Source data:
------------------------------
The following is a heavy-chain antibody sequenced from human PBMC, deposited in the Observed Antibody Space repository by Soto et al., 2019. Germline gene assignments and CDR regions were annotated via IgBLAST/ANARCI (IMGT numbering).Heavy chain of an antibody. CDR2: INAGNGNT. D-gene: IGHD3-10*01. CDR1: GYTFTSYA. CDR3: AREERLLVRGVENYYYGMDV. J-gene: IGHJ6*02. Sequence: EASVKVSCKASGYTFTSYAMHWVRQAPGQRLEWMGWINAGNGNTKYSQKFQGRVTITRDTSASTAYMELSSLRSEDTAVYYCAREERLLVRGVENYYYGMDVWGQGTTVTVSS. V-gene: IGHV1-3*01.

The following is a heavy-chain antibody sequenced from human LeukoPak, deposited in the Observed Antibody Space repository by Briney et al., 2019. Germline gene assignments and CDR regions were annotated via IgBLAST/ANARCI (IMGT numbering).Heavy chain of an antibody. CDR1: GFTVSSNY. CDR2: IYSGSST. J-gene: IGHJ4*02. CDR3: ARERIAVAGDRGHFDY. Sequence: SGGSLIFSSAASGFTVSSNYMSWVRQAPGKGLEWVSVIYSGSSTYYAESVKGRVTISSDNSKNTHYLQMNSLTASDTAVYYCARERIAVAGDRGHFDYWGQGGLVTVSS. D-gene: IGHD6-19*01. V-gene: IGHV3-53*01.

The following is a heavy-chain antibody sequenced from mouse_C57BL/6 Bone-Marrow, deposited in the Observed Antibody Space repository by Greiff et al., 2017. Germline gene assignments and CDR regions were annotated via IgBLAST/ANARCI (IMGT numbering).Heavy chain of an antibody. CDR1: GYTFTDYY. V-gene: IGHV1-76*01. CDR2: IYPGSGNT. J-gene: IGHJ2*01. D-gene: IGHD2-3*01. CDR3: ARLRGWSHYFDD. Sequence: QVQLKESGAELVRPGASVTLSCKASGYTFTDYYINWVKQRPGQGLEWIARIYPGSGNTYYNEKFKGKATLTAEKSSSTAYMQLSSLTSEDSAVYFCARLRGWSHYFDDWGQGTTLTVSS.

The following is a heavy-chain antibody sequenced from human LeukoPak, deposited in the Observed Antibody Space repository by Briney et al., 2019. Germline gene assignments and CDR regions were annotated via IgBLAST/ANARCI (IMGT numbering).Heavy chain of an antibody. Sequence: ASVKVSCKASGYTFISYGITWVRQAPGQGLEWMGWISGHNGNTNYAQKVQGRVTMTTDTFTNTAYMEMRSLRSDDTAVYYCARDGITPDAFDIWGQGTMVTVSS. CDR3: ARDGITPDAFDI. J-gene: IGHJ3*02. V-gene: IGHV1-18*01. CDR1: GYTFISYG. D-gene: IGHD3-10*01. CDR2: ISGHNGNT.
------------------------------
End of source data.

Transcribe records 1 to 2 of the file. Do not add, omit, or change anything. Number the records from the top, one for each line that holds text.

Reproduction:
The following is a heavy-chain antibody sequenced from human PBMC, deposited in the Observed Antibody Space repository by Soto et al., 2019. Germline gene assignments and CDR regions were annotated via IgBLAST/ANARCI (IMGT numbering).Heavy chain of an antibody. CDR2: INAGNGNT. D-gene: IGHD3-10*01. CDR1: GYTFTSYA. CDR3: AREERLLVRGVENYYYGMDV. J-gene: IGHJ6*02. Sequence: EASVKVSCKASGYTFTSYAMHWVRQAPGQRLEWMGWINAGNGNTKYSQKFQGRVTITRDTSASTAYMELSSLRSEDTAVYYCAREERLLVRGVENYYYGMDVWGQGTTVTVSS. V-gene: IGHV1-3*01.

The following is a heavy-chain antibody sequenced from human LeukoPak, deposited in the Observed Antibody Space repository by Briney et al., 2019. Germline gene assignments and CDR regions were annotated via IgBLAST/ANARCI (IMGT numbering).Heavy chain of an antibody. CDR1: GFTVSSNY. CDR2: IYSGSST. J-gene: IGHJ4*02. CDR3: ARERIAVAGDRGHFDY. Sequence: SGGSLIFSSAASGFTVSSNYMSWVRQAPGKGLEWVSVIYSGSSTYYAESVKGRVTISSDNSKNTHYLQMNSLTASDTAVYYCARERIAVAGDRGHFDYWGQGGLVTVSS. D-gene: IGHD6-19*01. V-gene: IGHV3-53*01.